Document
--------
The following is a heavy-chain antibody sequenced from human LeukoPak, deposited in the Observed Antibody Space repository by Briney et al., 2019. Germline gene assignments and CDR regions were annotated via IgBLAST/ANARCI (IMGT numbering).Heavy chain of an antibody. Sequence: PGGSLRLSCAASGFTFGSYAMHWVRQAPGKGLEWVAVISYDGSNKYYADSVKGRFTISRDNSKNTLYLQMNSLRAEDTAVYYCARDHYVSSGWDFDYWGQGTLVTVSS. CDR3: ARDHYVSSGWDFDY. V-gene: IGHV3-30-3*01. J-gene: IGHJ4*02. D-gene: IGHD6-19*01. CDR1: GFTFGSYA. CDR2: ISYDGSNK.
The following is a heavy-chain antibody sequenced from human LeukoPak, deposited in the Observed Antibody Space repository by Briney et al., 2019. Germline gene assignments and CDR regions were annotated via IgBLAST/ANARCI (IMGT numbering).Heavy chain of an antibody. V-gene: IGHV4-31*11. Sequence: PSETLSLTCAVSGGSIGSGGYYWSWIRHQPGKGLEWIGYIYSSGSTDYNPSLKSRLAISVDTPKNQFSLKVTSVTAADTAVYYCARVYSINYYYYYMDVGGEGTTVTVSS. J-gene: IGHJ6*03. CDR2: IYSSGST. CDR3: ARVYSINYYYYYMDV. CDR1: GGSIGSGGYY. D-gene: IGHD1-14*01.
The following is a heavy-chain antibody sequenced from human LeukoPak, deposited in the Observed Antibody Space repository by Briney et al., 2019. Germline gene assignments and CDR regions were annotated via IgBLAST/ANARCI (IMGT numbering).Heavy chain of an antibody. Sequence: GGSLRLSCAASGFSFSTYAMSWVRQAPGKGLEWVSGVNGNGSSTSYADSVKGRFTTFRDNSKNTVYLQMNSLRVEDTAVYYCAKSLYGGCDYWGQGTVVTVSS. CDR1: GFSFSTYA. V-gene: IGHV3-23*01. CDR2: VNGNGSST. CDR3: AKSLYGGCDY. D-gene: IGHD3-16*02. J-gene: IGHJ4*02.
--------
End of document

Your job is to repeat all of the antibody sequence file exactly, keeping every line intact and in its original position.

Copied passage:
The following is a heavy-chain antibody sequenced from human LeukoPak, deposited in the Observed Antibody Space repository by Briney et al., 2019. Germline gene assignments and CDR regions were annotated via IgBLAST/ANARCI (IMGT numbering).Heavy chain of an antibody. Sequence: PGGSLRLSCAASGFTFGSYAMHWVRQAPGKGLEWVAVISYDGSNKYYADSVKGRFTISRDNSKNTLYLQMNSLRAEDTAVYYCARDHYVSSGWDFDYWGQGTLVTVSS. CDR3: ARDHYVSSGWDFDY. V-gene: IGHV3-30-3*01. J-gene: IGHJ4*02. D-gene: IGHD6-19*01. CDR1: GFTFGSYA. CDR2: ISYDGSNK.
The following is a heavy-chain antibody sequenced from human LeukoPak, deposited in the Observed Antibody Space repository by Briney et al., 2019. Germline gene assignments and CDR regions were annotated via IgBLAST/ANARCI (IMGT numbering).Heavy chain of an antibody. V-gene: IGHV4-31*11. Sequence: PSETLSLTCAVSGGSIGSGGYYWSWIRHQPGKGLEWIGYIYSSGSTDYNPSLKSRLAISVDTPKNQFSLKVTSVTAADTAVYYCARVYSINYYYYYMDVGGEGTTVTVSS. J-gene: IGHJ6*03. CDR2: IYSSGST. CDR3: ARVYSINYYYYYMDV. CDR1: GGSIGSGGYY. D-gene: IGHD1-14*01.
The following is a heavy-chain antibody sequenced from human LeukoPak, deposited in the Observed Antibody Space repository by Briney et al., 2019. Germline gene assignments and CDR regions were annotated via IgBLAST/ANARCI (IMGT numbering).Heavy chain of an antibody. Sequence: GGSLRLSCAASGFSFSTYAMSWVRQAPGKGLEWVSGVNGNGSSTSYADSVKGRFTTFRDNSKNTVYLQMNSLRVEDTAVYYCAKSLYGGCDYWGQGTVVTVSS. CDR1: GFSFSTYA. V-gene: IGHV3-23*01. CDR2: VNGNGSST. CDR3: AKSLYGGCDY. D-gene: IGHD3-16*02. J-gene: IGHJ4*02.